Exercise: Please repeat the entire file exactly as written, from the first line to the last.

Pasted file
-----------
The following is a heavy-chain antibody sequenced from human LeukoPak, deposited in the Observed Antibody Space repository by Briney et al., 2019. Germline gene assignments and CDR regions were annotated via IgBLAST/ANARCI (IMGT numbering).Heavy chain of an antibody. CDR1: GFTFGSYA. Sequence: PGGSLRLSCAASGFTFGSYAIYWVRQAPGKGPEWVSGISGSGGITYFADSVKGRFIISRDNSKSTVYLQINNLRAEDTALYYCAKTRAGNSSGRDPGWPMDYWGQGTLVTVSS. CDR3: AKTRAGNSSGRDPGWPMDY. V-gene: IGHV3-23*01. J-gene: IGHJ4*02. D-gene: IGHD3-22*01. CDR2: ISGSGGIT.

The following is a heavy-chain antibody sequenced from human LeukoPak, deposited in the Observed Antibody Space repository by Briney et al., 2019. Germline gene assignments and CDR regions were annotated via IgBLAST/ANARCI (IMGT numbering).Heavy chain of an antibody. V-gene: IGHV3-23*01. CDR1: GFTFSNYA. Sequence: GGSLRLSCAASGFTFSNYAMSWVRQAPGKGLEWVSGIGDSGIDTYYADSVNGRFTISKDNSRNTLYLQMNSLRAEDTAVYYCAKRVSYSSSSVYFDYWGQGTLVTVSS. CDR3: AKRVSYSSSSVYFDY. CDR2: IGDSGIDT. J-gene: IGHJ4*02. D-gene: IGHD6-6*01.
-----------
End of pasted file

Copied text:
The following is a heavy-chain antibody sequenced from human LeukoPak, deposited in the Observed Antibody Space repository by Briney et al., 2019. Germline gene assignments and CDR regions were annotated via IgBLAST/ANARCI (IMGT numbering).Heavy chain of an antibody. CDR1: GFTFGSYA. Sequence: PGGSLRLSCAASGFTFGSYAIYWVRQAPGKGPEWVSGISGSGGITYFADSVKGRFIISRDNSKSTVYLQINNLRAEDTALYYCAKTRAGNSSGRDPGWPMDYWGQGTLVTVSS. CDR3: AKTRAGNSSGRDPGWPMDY. V-gene: IGHV3-23*01. J-gene: IGHJ4*02. D-gene: IGHD3-22*01. CDR2: ISGSGGIT.

The following is a heavy-chain antibody sequenced from human LeukoPak, deposited in the Observed Antibody Space repository by Briney et al., 2019. Germline gene assignments and CDR regions were annotated via IgBLAST/ANARCI (IMGT numbering).Heavy chain of an antibody. V-gene: IGHV3-23*01. CDR1: GFTFSNYA. Sequence: GGSLRLSCAASGFTFSNYAMSWVRQAPGKGLEWVSGIGDSGIDTYYADSVNGRFTISKDNSRNTLYLQMNSLRAEDTAVYYCAKRVSYSSSSVYFDYWGQGTLVTVSS. CDR3: AKRVSYSSSSVYFDY. CDR2: IGDSGIDT. J-gene: IGHJ4*02. D-gene: IGHD6-6*01.